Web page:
As the energy crisis continues, Europeans have been looking for creative ways to bring down skyrocketing electricity bills. One popular solution came from thousands of miles away in the form of Chinese electric blankets.
In the first seven months of this year, China exported a total of 2.51 million electric blankets to Europe, over half of which were sold in July alone, according to customs data.
Meanwhile, factory workers in manufacturing hubs such as Dongguan and Yiwu have been working around the clock to meet the soaring demand for heating equipment from Europe.
"Europe accounts for roughly 60 percent of our market," said Hu Xuyuan, general manager of Cixi Yulong Electric Appliance. "The most popular products so far are cost-effective and priced at low and medium range."
For months, Europe has been bracing for a harsh winter as geopolitical uncertainties brought by the Russia-Ukraine conflict have driven natural gas prices to eye-dizzying levels, prompting governments to enact energy rationing plans.
For Germans, that means dimmed lights in public buildings, and the French, cooler homes and offices temperatures of no more than 19 degrees Celsius.
Research shows electric blankets, which disperse heat through embedded electric wires once plugged in, are much more energy efficient and cost significantly less than traditional heating. That's largely because electric blankets can deliver heat up close instead of warming up an entire room.
From January to July, total exports of electric blankets reached $33.4 million, which almost doubled from last year, according to customs data published by the China Household Electric Appliances Association.
European retailers also confirmed this trend. UK department store chain John Lewis Partnership Plc says sales of electric blankets are up 67 percent from a year earlier while online searches for products have climbed by almost 470 percent, according to a report by Bloomberg.
In Chinese, the word "shenqi" (神器) usually refers to an inexpensive solution or gadget that marvelously solves a pressing issue.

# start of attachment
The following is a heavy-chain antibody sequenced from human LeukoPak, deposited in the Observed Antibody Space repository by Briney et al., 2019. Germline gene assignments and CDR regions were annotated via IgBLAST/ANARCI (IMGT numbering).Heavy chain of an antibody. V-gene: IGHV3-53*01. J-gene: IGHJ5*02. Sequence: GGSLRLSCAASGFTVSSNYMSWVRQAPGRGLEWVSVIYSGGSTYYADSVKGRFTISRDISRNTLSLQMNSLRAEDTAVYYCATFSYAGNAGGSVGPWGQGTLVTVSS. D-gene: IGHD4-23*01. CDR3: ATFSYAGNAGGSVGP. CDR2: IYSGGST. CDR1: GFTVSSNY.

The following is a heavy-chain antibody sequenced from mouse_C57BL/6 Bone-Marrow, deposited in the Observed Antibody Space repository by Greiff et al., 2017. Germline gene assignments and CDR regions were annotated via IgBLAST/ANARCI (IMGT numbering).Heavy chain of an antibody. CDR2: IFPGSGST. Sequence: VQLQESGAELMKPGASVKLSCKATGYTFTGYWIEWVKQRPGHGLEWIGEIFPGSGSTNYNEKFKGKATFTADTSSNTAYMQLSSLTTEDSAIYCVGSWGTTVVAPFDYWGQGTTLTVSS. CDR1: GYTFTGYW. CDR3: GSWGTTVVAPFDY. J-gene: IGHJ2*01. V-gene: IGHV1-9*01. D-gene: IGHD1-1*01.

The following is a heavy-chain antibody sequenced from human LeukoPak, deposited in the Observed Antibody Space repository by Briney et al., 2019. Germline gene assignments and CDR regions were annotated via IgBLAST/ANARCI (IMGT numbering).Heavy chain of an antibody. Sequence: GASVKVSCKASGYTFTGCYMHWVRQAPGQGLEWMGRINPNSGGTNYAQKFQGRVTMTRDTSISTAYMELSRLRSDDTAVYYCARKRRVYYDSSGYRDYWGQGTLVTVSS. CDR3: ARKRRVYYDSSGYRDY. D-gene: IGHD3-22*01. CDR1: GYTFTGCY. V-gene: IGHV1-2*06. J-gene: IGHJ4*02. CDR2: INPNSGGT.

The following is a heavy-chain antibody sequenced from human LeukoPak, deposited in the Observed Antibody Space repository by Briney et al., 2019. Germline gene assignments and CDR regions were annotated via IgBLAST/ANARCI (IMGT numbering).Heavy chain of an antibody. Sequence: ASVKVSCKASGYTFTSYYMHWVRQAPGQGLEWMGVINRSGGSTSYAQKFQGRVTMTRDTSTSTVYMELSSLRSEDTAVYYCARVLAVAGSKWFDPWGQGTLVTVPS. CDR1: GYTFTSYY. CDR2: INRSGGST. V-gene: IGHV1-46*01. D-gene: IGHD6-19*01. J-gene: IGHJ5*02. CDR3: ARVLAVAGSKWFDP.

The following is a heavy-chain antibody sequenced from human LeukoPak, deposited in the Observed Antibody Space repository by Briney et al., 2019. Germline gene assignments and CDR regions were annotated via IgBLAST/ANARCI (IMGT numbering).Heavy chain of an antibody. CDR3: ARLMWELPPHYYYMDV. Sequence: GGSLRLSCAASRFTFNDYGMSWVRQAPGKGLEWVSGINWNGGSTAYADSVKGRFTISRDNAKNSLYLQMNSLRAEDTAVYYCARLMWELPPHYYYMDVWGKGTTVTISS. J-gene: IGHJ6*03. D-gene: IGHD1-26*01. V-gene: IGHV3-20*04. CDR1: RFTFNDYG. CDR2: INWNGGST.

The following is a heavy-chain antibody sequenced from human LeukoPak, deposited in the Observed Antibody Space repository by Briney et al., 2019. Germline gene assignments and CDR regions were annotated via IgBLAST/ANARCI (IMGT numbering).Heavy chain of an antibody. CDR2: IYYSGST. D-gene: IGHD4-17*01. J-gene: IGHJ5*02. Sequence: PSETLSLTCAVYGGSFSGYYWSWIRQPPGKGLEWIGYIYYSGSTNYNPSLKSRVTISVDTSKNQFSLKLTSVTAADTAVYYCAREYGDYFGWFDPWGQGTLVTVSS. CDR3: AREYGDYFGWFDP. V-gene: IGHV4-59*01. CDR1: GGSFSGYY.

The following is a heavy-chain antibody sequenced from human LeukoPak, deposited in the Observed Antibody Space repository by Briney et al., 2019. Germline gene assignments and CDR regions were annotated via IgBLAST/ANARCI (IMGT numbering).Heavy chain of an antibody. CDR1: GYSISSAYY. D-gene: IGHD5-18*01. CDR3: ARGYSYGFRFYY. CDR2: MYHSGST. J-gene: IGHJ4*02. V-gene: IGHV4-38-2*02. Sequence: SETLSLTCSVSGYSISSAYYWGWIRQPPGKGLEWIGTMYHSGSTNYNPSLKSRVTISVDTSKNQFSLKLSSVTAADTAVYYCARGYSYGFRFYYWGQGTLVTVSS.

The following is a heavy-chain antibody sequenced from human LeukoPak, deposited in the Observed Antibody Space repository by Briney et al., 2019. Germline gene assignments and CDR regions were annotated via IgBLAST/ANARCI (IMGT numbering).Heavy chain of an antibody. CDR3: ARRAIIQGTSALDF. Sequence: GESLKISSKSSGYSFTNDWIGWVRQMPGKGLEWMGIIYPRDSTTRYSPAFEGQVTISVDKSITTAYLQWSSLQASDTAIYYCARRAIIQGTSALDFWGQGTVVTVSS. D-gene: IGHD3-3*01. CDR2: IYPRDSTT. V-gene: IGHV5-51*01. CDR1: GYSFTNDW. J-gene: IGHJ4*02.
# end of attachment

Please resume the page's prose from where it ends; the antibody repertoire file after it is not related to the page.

Besides electric blankets, other made-in-China shenqis, including some that are slowly disappearing in recent years, have come back in fashion in European markets ahead of this winter.
Hot-water bags, which have been one of the most celebrated inventions in China during past winter seasons to warm hands and bellies, have arrived en masse in the shopping carts of European consumers both online and in stores.
Or, for example, take the recent fashion trend of wearing turtlenecks in suits started by French President Emmanuel Macron and his finance minister Bruno Le Maire.
Earlier this month, Le Maire told France Inter Radio that in acknowledgement of regulations that capped office heating in line with the government's goal to reduce national energy consumption 10 percent by 2024, "you'll no longer see me with a tie but with a turtleneck" as a better alternative to keep warm.
As turtlenecks fast become the hottest autumn fashion trend in French government, online searches for pullovers also jumped significantly. Data from Chinese international e-commerce platform AliExpress showed that the search volume for "sweater/pullover" on AliExpress has risen to first place in the menswear category in the past month.
In addition to turtlenecks, other winter shenqis familiar to most Chinese that are also fast gaining popularity in Europe include long johns, hand warmers, flannel pajamas, electric heaters as well as thermal stockings and underwear.
Sales of thermal underwear in Europe have more than doubled from the previous month, while France and Italy contributed to most of the purchases, according to AliExpress.